The Unz Review - Mobile
A Collection of Interesting, Important, and Controversial Perspectives Largely Excluded from the American Mainstream Media
 Russian Reaction BlogTeasers
North Korea's Nuclear Substitution

Another (possibly abortive) North Korean nuclear test, another round of hyperbolic headlines about how Kim Jong Un is going off his rockers. Admittedly, this is an impression North Korea’s state media – perhaps the closest approximation we have to a Real Life troll – is always happy to feed.

But hystrionics aside, the reason for North Korea’s pursuit of a nuclear deterrant can be encapsulated in one graph, using my Comprehensive Military Power index.

korean-military-balance

Throughout the 1970s to early 1980s, North Korea had substantial military preponderance over South Korea, although even then it had no realistic chance of making a breakthrough due to the US presence. Their two lines converged by the waning years of the Cold War. After the withdrawal of Soviet support and the collapse of the North Korean economy, the military balance swung sharply and irrevocably in favor of the South, to the extent that South Korea by itself is now approximately four times as powerful even as it spends a mere 2.5% of its GDP on the military (the figure for North Korea is unknown but might be around 20%). Add in the US presence and the discrepancy becomes all the more extreme.

Recall that due to the exponential nature of Lanchester’s Laws even modest differences in force ratios will, all else equal, result in increasingly crushing victories for the more powerful faction. As such, the goals of North Korea’s prodigal militarization have long shifted from entertaining scenarios in which they could conveivably “win” to merely keeping the costs of South Korean/US preemptive aggression sufficiently high as to forestall them. But this is a race which they cannot win, and indeed, have constantly been slipping behind in.

Maintaining a huge army, which amongst other things has to man the ~10,000 artillery pieces in hardened dugouts close to the DMZ which are to flatten Seoul in the first hours of conflict, is a very expensive and suboptimal security solution. If you can get a nuclear bomb, or ten, to fulfill essentially the same deterrant function, then hundreds of factories can be converted to non-military production and hundreds of thousands of troops can be demobilized back into the civilian economy. This is called “nuclear substitution” in IR theory jargon.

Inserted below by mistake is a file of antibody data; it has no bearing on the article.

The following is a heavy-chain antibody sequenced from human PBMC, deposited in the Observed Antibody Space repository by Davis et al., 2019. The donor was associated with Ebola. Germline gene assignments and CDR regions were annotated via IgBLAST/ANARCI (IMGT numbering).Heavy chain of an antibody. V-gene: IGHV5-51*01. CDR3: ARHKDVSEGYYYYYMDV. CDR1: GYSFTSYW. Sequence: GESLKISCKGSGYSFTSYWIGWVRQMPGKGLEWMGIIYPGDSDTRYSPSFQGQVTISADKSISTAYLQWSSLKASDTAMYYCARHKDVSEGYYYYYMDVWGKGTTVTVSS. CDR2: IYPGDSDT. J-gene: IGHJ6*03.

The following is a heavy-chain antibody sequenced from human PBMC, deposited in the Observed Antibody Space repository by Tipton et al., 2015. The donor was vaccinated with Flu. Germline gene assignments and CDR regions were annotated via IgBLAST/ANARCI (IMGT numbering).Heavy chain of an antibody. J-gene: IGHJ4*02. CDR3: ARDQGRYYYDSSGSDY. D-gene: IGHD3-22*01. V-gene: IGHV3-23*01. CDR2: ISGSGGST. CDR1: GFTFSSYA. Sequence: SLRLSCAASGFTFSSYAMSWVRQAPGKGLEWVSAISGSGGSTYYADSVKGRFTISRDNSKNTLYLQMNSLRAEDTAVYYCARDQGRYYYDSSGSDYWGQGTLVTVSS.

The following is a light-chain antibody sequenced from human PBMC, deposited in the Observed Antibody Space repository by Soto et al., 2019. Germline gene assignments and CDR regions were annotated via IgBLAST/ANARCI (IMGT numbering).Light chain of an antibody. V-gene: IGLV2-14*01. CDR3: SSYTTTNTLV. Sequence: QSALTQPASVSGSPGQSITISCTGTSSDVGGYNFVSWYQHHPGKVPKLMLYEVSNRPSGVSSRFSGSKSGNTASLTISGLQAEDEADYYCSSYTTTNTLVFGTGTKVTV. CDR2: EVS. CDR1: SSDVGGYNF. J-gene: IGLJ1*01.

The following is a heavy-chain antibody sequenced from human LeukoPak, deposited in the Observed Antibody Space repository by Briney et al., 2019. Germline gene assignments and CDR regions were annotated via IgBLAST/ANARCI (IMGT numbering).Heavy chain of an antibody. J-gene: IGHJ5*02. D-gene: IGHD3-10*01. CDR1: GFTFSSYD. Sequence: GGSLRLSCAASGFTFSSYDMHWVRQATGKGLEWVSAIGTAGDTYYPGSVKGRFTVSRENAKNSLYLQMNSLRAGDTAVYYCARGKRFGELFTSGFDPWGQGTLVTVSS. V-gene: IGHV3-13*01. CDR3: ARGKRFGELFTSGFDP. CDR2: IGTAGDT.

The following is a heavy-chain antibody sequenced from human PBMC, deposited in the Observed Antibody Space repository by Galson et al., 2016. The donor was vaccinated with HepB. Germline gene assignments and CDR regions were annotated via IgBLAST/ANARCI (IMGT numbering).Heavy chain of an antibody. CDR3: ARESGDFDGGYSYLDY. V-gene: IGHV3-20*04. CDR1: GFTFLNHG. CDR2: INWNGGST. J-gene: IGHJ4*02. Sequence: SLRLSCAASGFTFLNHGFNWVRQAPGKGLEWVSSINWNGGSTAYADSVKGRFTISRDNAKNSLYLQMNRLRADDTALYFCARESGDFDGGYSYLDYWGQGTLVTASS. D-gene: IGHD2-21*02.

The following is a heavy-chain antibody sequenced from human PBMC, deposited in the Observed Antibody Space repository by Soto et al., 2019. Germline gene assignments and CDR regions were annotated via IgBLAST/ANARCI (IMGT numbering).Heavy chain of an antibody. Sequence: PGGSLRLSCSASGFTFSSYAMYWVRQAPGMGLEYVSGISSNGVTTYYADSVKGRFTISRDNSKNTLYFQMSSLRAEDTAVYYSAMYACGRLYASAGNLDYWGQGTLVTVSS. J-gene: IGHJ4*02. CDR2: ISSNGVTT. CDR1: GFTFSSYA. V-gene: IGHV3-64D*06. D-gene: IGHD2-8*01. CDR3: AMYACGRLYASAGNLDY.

This would fit in well with Kim Jong Un’s demonstrated priorities. Without much fanfare, market relations have been sprouting, and the post-collapse depression has long come to an end. Though this is not saying much, ordinary North Koreans have never lived better; though predictably marked by corruption and rising inequality, today things are vastly better than in the spartan 1970-80s, to say nothing of the famine-wracked 1990s. (This is not just my opinion but that of Andrey Lankov, one of the world’s foremost experts on North Korea).

It appears that Kim Jong Un wants gradual integration into the global economy but only on North Korea’s own terms – not America’s, to be sure, but not China’s either (his uncle thought differently on the latter, which is the ultimate reason why he was executed). It is telling that North Korea’s condition for stopping its nuclear tests is a formal peace treaty with the US. It is probably better to take it as opposed to further sanctions because a better deal isn’t on the horizon. The pursuit of nukes is almost certainly done for this end, as opposed to any bellicose intentions, and its fiery but predictable rhetoric regardless.